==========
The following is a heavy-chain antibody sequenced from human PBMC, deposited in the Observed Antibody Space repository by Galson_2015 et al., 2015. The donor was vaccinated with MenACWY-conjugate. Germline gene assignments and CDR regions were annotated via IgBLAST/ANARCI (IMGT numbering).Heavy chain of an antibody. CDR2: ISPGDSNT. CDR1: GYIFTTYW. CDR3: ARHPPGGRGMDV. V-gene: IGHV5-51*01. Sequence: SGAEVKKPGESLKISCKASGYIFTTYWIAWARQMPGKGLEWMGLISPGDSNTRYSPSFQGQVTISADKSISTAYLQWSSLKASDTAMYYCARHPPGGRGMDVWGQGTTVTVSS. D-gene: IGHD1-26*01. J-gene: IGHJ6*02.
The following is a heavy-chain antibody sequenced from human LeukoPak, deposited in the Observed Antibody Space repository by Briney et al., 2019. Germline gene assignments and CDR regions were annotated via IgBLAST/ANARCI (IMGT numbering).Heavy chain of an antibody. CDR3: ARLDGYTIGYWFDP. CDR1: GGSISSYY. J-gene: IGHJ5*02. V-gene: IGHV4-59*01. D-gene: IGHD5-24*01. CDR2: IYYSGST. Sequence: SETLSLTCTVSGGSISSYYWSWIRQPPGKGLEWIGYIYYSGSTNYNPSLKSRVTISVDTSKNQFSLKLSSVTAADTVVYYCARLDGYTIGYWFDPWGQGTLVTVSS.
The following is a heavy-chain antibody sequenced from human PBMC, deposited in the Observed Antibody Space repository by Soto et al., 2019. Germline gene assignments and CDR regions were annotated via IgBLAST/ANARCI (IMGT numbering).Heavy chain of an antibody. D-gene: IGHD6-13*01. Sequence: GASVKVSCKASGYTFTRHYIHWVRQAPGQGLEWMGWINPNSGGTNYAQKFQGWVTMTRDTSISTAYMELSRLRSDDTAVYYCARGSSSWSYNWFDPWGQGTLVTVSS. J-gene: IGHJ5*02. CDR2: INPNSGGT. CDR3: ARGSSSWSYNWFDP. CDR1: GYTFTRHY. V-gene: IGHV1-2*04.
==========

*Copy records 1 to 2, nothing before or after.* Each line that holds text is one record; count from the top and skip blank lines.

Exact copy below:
The following is a heavy-chain antibody sequenced from human PBMC, deposited in the Observed Antibody Space repository by Galson_2015 et al., 2015. The donor was vaccinated with MenACWY-conjugate. Germline gene assignments and CDR regions were annotated via IgBLAST/ANARCI (IMGT numbering).Heavy chain of an antibody. CDR2: ISPGDSNT. CDR1: GYIFTTYW. CDR3: ARHPPGGRGMDV. V-gene: IGHV5-51*01. Sequence: SGAEVKKPGESLKISCKASGYIFTTYWIAWARQMPGKGLEWMGLISPGDSNTRYSPSFQGQVTISADKSISTAYLQWSSLKASDTAMYYCARHPPGGRGMDVWGQGTTVTVSS. D-gene: IGHD1-26*01. J-gene: IGHJ6*02.
The following is a heavy-chain antibody sequenced from human LeukoPak, deposited in the Observed Antibody Space repository by Briney et al., 2019. Germline gene assignments and CDR regions were annotated via IgBLAST/ANARCI (IMGT numbering).Heavy chain of an antibody. CDR3: ARLDGYTIGYWFDP. CDR1: GGSISSYY. J-gene: IGHJ5*02. V-gene: IGHV4-59*01. D-gene: IGHD5-24*01. CDR2: IYYSGST. Sequence: SETLSLTCTVSGGSISSYYWSWIRQPPGKGLEWIGYIYYSGSTNYNPSLKSRVTISVDTSKNQFSLKLSSVTAADTVVYYCARLDGYTIGYWFDPWGQGTLVTVSS.